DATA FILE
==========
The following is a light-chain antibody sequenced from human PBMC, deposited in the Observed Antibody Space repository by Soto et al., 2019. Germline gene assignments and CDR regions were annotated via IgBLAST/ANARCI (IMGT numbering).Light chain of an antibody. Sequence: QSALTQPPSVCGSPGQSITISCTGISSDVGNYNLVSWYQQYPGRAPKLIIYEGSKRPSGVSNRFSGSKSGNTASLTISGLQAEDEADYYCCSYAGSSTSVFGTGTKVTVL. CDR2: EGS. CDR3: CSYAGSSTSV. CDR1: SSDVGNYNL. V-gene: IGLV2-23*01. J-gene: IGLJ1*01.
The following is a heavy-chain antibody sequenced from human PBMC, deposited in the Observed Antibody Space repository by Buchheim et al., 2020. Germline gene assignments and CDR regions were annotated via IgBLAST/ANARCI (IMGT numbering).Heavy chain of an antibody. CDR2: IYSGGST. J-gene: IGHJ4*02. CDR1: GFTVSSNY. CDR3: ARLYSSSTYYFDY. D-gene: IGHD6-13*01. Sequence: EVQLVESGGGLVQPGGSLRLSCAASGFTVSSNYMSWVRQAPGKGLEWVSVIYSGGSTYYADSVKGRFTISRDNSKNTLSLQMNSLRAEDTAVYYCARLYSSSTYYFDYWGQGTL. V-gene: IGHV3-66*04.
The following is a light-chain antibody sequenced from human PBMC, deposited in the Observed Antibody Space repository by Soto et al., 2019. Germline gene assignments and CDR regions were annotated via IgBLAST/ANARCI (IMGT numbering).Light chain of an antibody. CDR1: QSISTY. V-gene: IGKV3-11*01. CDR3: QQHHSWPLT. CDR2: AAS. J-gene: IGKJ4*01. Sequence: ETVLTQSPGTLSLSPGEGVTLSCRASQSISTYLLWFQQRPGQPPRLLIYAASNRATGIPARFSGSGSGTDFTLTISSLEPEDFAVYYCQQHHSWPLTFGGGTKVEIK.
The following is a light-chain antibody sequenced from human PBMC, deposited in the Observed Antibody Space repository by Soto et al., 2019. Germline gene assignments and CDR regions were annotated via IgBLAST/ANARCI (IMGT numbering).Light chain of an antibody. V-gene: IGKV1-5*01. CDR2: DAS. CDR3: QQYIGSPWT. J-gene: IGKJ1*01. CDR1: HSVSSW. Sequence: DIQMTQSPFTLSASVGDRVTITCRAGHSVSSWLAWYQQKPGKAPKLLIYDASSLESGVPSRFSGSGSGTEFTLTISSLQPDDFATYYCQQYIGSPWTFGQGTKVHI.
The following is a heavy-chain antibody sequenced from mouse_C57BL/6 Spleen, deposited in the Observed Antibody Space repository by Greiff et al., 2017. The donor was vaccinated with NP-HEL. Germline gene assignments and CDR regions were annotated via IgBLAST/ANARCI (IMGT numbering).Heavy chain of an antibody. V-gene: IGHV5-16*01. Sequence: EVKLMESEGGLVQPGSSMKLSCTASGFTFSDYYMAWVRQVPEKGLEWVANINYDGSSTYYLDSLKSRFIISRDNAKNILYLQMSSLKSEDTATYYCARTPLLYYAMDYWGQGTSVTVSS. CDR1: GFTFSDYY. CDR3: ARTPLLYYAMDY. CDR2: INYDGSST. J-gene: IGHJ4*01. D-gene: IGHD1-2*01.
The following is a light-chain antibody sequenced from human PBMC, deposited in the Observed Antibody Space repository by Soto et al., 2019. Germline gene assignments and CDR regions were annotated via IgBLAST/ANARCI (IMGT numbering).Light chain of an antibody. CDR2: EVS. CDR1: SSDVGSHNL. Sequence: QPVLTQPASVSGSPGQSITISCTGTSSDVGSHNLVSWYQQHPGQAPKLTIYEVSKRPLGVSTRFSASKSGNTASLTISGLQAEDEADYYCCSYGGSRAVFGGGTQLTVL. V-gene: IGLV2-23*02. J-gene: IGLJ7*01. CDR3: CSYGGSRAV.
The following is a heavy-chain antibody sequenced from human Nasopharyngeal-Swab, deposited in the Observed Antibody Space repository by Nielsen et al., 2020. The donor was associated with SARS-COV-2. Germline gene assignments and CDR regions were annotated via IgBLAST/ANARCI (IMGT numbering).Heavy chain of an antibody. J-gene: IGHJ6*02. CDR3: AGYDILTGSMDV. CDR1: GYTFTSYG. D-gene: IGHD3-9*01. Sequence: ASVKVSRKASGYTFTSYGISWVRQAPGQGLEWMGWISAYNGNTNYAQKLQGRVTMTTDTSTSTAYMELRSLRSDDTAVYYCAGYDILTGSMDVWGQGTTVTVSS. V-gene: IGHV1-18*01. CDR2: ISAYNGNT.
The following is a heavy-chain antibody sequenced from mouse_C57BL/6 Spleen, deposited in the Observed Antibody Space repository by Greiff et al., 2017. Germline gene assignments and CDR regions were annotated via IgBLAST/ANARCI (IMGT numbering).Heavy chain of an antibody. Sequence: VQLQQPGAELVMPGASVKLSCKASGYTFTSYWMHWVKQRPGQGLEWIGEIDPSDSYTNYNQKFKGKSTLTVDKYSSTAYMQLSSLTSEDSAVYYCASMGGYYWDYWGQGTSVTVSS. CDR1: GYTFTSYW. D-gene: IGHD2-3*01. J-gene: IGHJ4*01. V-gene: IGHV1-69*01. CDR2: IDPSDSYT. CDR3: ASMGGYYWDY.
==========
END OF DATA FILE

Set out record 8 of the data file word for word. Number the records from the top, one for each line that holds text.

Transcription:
The following is a heavy-chain antibody sequenced from mouse_C57BL/6 Spleen, deposited in the Observed Antibody Space repository by Greiff et al., 2017. Germline gene assignments and CDR regions were annotated via IgBLAST/ANARCI (IMGT numbering).Heavy chain of an antibody. Sequence: VQLQQPGAELVMPGASVKLSCKASGYTFTSYWMHWVKQRPGQGLEWIGEIDPSDSYTNYNQKFKGKSTLTVDKYSSTAYMQLSSLTSEDSAVYYCASMGGYYWDYWGQGTSVTVSS. CDR1: GYTFTSYW. D-gene: IGHD2-3*01. J-gene: IGHJ4*01. V-gene: IGHV1-69*01. CDR2: IDPSDSYT. CDR3: ASMGGYYWDY.